Cambridge Presbyterian Church began in February 1987 when a small number of folk began to meet for worship on a Sunday afternoon.

They met not far from where we now meet for Sunday evening worship in the library of the Lutheran Seminary. Their desire was to see a Reformed church established in Cambridge. They had been encouraged in this through two national conferences held in London by like-minded folk. The conferences, known as the London Presbyterian Conferences, were instrumental in other small groups beginning to meet in other parts of the country.

After a year numbers in the Cambridge group had so increased as to make a move to larger accommodation desirable. The group were still just meeting on Sunday afternoons for worship and during the week for prayer. However, in May of 1988 the congregation met for the first time to worship both morning and evening. It was during that year that the first elders and deacons were appointed.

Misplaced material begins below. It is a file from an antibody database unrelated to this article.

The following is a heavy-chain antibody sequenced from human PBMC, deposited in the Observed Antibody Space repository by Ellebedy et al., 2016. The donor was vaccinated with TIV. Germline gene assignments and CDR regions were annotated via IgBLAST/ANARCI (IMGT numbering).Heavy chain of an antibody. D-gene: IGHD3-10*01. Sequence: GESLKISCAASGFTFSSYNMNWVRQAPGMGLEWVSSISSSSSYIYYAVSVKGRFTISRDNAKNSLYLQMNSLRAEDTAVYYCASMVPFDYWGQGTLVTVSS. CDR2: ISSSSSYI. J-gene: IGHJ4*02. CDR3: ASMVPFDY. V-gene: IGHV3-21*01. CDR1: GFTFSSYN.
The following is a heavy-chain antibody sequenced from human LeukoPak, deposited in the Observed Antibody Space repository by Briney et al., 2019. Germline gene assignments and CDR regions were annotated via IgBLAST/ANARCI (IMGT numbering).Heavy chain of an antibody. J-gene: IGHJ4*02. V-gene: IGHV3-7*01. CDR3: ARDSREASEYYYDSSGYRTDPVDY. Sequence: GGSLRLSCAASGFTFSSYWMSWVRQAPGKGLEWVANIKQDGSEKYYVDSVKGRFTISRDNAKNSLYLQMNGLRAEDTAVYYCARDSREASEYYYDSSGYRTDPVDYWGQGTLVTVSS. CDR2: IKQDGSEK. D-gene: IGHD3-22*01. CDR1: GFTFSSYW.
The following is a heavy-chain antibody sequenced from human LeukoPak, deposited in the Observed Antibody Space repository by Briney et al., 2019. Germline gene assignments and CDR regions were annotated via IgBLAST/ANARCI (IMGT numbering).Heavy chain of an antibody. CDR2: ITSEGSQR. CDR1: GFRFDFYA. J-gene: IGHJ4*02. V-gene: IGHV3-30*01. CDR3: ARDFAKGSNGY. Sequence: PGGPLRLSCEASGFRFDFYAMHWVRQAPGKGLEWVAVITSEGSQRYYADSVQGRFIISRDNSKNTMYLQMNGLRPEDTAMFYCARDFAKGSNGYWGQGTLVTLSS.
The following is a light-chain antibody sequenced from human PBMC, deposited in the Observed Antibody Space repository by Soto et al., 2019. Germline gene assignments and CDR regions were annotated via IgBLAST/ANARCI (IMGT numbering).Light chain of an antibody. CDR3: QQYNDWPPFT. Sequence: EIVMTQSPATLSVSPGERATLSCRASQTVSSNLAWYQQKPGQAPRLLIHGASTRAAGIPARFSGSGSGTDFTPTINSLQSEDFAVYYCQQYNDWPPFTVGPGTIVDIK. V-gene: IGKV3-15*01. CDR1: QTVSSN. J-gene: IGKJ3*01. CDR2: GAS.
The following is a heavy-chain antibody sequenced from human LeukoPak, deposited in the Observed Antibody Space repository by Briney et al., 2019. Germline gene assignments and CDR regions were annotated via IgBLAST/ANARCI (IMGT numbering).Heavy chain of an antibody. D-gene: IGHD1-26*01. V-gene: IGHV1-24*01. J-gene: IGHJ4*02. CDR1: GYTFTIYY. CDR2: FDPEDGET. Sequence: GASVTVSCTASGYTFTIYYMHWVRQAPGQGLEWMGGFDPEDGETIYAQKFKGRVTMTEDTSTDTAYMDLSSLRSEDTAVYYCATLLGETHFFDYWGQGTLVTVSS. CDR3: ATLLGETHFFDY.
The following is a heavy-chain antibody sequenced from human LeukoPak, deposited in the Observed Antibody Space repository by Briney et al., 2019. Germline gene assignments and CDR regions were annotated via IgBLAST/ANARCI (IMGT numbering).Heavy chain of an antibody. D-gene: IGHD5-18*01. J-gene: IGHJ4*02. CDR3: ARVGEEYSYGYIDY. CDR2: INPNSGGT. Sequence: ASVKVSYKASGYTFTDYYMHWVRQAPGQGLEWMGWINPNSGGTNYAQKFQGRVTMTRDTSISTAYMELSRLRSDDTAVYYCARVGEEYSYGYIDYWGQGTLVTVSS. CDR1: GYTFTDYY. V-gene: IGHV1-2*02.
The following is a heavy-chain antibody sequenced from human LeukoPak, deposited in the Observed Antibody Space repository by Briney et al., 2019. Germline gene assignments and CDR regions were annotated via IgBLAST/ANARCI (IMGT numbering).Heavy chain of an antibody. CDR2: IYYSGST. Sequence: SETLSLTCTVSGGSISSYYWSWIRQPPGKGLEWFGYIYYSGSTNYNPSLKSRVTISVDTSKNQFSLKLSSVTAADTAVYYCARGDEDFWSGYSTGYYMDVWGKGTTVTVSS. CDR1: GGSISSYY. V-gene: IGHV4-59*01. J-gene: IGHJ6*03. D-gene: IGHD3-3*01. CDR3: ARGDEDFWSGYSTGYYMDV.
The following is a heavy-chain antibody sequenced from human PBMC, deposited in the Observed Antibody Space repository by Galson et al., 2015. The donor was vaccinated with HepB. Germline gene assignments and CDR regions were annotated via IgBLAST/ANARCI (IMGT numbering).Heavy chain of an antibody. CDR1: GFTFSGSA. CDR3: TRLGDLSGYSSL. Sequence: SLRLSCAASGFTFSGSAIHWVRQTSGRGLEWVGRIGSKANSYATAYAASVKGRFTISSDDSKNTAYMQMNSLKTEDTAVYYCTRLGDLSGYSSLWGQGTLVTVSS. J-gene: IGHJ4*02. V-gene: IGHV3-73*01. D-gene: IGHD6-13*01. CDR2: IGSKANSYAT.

At the same time as this the beginnings of a Reformed and Presbyterian denomination were taking shape in England. This was in the form of the Presbyterian Association in England (PAE) and in May 1988 the Cambridge group were formally constituted as a congregation of this body. The PAE was the forerunner of the current denomination of which the church is now part, the Evangelical Presbyterian Church in England and Wales (EPCEW).

In the Lord’s goodness the church became more established and in September 1992 the first minister, Rev. Stephen Atkinson, began his pastoral oversight. Stephen served the church faithfully for five years after which there was an interregnum of two years before the next minister, Rev. Ian Hamilton began his ministry. Ian served the church for 17 years and saw the church grow to its present size.  Rev. Douglas McCallum joined the church as Associate Minister in October 2017 and became its minister in 2018.

The church has lost none of that original burden and desire, to see God glorified and Christ proclaimed as the only Saviour of fallen man, all within the context of a Reformed framework.

To God be the Glory.